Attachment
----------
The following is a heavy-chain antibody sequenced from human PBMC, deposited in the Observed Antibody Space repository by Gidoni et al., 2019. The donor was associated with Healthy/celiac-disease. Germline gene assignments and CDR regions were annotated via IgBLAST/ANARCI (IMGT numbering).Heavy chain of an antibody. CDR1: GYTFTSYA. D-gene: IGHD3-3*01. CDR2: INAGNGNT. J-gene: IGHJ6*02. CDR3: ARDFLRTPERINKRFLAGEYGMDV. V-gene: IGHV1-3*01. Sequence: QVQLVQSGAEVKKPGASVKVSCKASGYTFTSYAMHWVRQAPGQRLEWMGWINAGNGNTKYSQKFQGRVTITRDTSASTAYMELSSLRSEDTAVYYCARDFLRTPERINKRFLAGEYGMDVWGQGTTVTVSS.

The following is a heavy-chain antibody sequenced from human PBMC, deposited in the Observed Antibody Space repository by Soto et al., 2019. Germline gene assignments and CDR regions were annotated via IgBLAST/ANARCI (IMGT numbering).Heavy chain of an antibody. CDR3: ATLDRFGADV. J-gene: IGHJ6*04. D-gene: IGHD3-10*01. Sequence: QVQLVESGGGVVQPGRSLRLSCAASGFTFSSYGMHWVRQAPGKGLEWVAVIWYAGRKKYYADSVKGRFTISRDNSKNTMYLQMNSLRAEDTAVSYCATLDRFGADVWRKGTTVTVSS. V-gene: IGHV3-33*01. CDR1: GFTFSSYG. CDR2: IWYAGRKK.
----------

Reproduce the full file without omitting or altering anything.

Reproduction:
The following is a heavy-chain antibody sequenced from human PBMC, deposited in the Observed Antibody Space repository by Gidoni et al., 2019. The donor was associated with Healthy/celiac-disease. Germline gene assignments and CDR regions were annotated via IgBLAST/ANARCI (IMGT numbering).Heavy chain of an antibody. CDR1: GYTFTSYA. D-gene: IGHD3-3*01. CDR2: INAGNGNT. J-gene: IGHJ6*02. CDR3: ARDFLRTPERINKRFLAGEYGMDV. V-gene: IGHV1-3*01. Sequence: QVQLVQSGAEVKKPGASVKVSCKASGYTFTSYAMHWVRQAPGQRLEWMGWINAGNGNTKYSQKFQGRVTITRDTSASTAYMELSSLRSEDTAVYYCARDFLRTPERINKRFLAGEYGMDVWGQGTTVTVSS.

The following is a heavy-chain antibody sequenced from human PBMC, deposited in the Observed Antibody Space repository by Soto et al., 2019. Germline gene assignments and CDR regions were annotated via IgBLAST/ANARCI (IMGT numbering).Heavy chain of an antibody. CDR3: ATLDRFGADV. J-gene: IGHJ6*04. D-gene: IGHD3-10*01. Sequence: QVQLVESGGGVVQPGRSLRLSCAASGFTFSSYGMHWVRQAPGKGLEWVAVIWYAGRKKYYADSVKGRFTISRDNSKNTMYLQMNSLRAEDTAVSYCATLDRFGADVWRKGTTVTVSS. V-gene: IGHV3-33*01. CDR1: GFTFSSYG. CDR2: IWYAGRKK.